Selected fluorescence images, taken with the Revolution 488, from a 1500 frame kinetic series at 30 frames/sec, showing the progression of a Ca2+wave as it progresses though a rabbit urethral muscle cell.Kinetic plots derived from offset ROIs within the cell show temporal progression of the Ca2+flux. Using the same field of view and no binning, frame rates were then pushed to 120fps for better temporal resolution of events. Courtesy of Dr Mark Hollywood, Smooth Muscle Research Centre, Dundalk Institute of Technology.

In many tissue types, ion flux changes occur rapidly, very often in the low millisecond time domain. As such, ion-binding fluorescence dyes tend to have rapid responses, enabling changes in concentrations of free ions to be imaged with high temporal resolution, requiring a means of fast quantitative imaging of these fluorescence intensity changes. Ultimately however, we are practically limited by the binding constants of these dyes – the rate of imaging does not need to not exceed the time taken for dyes to diffuse, bind and respond to free ions, irrespective of how rapidly the ion concentration changes. One is better determining this binding constant of the dye, and using an exposure time suited to this. Using too short an exposure time adversely affects signal to shot noise ratio, the ultimate limiting detection phenomenon (which can make your image look grainy and unresolved), as would be the case even in the presence of a "perfect" photon detector (100% Quantum Efficiency (QE) + zero noise floor).Another factor that must be taken into consideration is the concentration of ion dye used. Ideally, lowest possible concentrations of dye are used as indicators of free ion concentrations, such that the dye binds to negligible amounts of ions as compared to the total quantity of the ion species in question, and so it does not significantly alter the statistical equilibrium of bound and free ions. The remedy is to lower the concentration as far as possible whilst still maintaining an adequate signal to noise ratio for the exposure time (and therefore frame rate) required.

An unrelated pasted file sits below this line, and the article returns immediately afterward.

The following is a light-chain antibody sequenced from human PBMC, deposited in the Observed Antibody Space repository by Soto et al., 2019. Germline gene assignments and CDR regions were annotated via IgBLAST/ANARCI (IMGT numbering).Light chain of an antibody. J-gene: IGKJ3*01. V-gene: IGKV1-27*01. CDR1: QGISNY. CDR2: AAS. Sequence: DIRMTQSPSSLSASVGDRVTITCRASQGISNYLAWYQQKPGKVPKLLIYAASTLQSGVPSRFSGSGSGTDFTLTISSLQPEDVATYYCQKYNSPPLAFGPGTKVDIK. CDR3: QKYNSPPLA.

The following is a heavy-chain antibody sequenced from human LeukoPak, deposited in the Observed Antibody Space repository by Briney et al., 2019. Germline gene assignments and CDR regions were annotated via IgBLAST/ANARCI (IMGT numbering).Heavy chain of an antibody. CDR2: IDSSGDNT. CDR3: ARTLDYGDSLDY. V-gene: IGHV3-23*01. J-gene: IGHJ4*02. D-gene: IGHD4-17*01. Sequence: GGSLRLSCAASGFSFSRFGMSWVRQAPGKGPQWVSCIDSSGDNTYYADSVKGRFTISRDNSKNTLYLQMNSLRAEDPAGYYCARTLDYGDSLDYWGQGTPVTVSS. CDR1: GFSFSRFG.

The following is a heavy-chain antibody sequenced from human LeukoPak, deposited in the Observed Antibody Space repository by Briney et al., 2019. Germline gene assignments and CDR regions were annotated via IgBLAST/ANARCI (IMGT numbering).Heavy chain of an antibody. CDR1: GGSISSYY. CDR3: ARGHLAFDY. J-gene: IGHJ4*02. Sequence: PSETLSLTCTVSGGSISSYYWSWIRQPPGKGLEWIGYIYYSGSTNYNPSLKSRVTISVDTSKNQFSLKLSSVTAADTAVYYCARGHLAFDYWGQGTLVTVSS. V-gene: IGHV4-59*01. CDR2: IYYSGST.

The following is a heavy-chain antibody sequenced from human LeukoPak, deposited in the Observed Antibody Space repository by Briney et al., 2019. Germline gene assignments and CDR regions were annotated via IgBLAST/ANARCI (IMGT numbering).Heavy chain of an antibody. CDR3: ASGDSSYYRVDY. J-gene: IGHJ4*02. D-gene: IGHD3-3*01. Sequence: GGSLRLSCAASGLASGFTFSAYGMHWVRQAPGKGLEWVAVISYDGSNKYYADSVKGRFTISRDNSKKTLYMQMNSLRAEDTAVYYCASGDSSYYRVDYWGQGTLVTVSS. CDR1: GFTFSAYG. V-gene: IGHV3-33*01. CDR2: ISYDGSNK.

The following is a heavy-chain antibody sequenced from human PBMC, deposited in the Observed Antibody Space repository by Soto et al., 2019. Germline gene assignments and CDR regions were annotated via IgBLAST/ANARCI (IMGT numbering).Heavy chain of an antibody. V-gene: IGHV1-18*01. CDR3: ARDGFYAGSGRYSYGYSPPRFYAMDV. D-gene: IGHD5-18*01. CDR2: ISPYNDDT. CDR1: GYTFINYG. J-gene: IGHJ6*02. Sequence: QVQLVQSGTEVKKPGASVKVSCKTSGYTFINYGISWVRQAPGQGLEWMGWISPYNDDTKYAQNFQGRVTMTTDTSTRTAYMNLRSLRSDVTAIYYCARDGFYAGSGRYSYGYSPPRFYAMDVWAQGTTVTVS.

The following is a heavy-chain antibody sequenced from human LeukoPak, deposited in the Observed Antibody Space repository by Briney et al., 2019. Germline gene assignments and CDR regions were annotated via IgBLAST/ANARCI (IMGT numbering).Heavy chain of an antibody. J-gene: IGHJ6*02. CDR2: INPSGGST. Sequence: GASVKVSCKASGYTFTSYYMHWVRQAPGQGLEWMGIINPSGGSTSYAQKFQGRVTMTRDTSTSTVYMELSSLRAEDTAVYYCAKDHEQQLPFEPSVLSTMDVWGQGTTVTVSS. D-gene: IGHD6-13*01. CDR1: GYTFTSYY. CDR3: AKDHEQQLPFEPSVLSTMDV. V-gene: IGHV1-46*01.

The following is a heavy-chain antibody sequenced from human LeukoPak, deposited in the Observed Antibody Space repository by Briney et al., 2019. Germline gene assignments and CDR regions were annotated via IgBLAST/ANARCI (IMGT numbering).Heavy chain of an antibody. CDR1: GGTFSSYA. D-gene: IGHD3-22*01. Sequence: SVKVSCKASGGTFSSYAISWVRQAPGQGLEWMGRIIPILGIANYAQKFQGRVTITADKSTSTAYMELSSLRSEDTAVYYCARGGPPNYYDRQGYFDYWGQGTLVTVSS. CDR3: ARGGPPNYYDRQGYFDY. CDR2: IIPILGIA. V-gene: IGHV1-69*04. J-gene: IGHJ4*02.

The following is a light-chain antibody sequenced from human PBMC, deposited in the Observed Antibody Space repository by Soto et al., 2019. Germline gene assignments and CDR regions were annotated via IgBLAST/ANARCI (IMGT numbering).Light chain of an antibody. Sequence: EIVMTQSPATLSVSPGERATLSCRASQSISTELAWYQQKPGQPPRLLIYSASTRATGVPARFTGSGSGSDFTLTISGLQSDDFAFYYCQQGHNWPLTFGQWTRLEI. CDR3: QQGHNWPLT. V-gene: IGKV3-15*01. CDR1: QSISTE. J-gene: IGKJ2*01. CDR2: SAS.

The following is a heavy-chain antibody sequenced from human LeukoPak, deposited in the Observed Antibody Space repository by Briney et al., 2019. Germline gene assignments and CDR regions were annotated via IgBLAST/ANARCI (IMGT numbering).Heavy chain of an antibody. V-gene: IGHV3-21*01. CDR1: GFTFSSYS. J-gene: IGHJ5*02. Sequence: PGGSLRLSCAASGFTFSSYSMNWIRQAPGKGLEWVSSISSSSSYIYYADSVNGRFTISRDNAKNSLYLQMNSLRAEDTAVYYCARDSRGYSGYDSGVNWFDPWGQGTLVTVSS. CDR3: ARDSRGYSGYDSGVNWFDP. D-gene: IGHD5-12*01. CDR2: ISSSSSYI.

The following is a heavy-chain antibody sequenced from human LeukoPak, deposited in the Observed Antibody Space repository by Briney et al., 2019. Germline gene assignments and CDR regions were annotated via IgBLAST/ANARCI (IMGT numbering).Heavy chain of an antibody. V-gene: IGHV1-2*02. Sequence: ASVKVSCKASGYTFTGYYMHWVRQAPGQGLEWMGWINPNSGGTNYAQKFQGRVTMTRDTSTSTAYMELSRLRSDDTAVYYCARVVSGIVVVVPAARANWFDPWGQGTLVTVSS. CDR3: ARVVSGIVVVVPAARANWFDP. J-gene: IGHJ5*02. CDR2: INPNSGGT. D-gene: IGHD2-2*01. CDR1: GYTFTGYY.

Andor solutions for Ion Signalling Microscopy